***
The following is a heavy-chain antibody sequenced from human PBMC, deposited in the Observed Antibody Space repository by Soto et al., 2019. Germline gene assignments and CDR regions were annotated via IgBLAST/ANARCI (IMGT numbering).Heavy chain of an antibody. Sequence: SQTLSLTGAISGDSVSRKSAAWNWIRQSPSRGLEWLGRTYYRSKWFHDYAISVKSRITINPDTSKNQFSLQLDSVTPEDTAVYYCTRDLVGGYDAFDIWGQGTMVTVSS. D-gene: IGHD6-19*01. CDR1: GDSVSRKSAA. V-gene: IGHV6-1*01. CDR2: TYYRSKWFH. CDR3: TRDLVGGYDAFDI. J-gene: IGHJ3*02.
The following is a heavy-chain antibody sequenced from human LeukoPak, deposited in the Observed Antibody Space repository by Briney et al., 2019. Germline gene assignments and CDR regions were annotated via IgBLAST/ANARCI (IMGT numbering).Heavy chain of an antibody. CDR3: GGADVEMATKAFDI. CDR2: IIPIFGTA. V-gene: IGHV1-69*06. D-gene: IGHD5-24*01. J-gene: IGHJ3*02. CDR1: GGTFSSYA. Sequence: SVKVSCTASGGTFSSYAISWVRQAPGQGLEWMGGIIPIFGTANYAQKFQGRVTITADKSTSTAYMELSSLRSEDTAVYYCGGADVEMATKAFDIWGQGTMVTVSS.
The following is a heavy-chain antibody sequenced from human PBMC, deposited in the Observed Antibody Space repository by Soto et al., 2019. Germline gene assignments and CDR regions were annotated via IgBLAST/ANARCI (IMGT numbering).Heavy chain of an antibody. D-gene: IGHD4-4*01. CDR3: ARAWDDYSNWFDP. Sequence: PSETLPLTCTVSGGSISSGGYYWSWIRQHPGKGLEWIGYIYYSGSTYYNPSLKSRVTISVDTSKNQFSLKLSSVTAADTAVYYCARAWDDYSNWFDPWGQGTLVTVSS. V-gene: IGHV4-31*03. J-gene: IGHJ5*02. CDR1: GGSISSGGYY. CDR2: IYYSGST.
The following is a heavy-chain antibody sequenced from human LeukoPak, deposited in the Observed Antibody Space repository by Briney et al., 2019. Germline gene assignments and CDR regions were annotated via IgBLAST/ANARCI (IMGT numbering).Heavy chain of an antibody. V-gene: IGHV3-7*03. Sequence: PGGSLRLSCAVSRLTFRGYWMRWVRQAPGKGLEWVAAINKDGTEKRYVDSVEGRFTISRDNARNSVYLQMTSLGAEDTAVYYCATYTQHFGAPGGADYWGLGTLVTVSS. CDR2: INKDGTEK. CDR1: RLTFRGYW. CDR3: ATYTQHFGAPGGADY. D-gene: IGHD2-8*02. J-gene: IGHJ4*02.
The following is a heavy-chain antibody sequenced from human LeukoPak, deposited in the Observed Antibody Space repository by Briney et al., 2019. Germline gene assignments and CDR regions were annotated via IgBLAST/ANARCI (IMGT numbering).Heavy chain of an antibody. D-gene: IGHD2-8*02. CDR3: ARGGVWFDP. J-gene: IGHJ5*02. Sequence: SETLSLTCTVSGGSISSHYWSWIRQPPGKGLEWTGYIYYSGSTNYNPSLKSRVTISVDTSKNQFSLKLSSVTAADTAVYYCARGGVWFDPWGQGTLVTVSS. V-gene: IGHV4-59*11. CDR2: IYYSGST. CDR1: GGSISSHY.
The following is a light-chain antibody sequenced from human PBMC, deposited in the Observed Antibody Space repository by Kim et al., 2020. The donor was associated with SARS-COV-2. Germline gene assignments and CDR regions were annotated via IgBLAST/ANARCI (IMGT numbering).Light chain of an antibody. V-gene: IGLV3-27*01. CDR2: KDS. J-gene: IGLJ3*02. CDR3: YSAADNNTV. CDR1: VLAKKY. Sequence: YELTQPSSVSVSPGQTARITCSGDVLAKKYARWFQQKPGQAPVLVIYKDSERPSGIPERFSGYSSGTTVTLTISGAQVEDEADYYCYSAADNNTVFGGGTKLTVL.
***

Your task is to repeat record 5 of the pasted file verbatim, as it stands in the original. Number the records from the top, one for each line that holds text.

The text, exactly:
The following is a heavy-chain antibody sequenced from human LeukoPak, deposited in the Observed Antibody Space repository by Briney et al., 2019. Germline gene assignments and CDR regions were annotated via IgBLAST/ANARCI (IMGT numbering).Heavy chain of an antibody. D-gene: IGHD2-8*02. CDR3: ARGGVWFDP. J-gene: IGHJ5*02. Sequence: SETLSLTCTVSGGSISSHYWSWIRQPPGKGLEWTGYIYYSGSTNYNPSLKSRVTISVDTSKNQFSLKLSSVTAADTAVYYCARGGVWFDPWGQGTLVTVSS. V-gene: IGHV4-59*11. CDR2: IYYSGST. CDR1: GGSISSHY.